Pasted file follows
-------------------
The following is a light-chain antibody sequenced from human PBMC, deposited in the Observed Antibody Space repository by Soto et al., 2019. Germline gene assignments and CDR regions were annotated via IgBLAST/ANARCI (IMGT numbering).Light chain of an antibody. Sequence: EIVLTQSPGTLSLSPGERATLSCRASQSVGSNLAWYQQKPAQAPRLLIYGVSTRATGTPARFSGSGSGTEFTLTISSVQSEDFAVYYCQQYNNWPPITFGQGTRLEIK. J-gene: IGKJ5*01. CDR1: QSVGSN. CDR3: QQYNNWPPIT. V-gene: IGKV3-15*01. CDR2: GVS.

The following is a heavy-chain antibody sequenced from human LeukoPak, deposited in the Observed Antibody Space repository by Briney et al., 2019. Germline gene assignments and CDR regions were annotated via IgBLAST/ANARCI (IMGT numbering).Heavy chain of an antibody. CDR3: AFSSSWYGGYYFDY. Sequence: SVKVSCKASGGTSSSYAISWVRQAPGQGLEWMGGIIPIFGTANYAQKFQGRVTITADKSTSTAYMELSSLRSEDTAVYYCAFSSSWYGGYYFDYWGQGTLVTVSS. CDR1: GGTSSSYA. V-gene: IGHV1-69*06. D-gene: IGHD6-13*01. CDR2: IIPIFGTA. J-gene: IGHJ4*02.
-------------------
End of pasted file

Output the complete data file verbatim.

The following is a light-chain antibody sequenced from human PBMC, deposited in the Observed Antibody Space repository by Soto et al., 2019. Germline gene assignments and CDR regions were annotated via IgBLAST/ANARCI (IMGT numbering).Light chain of an antibody. Sequence: EIVLTQSPGTLSLSPGERATLSCRASQSVGSNLAWYQQKPAQAPRLLIYGVSTRATGTPARFSGSGSGTEFTLTISSVQSEDFAVYYCQQYNNWPPITFGQGTRLEIK. J-gene: IGKJ5*01. CDR1: QSVGSN. CDR3: QQYNNWPPIT. V-gene: IGKV3-15*01. CDR2: GVS.

The following is a heavy-chain antibody sequenced from human LeukoPak, deposited in the Observed Antibody Space repository by Briney et al., 2019. Germline gene assignments and CDR regions were annotated via IgBLAST/ANARCI (IMGT numbering).Heavy chain of an antibody. CDR3: AFSSSWYGGYYFDY. Sequence: SVKVSCKASGGTSSSYAISWVRQAPGQGLEWMGGIIPIFGTANYAQKFQGRVTITADKSTSTAYMELSSLRSEDTAVYYCAFSSSWYGGYYFDYWGQGTLVTVSS. CDR1: GGTSSSYA. V-gene: IGHV1-69*06. D-gene: IGHD6-13*01. CDR2: IIPIFGTA. J-gene: IGHJ4*02.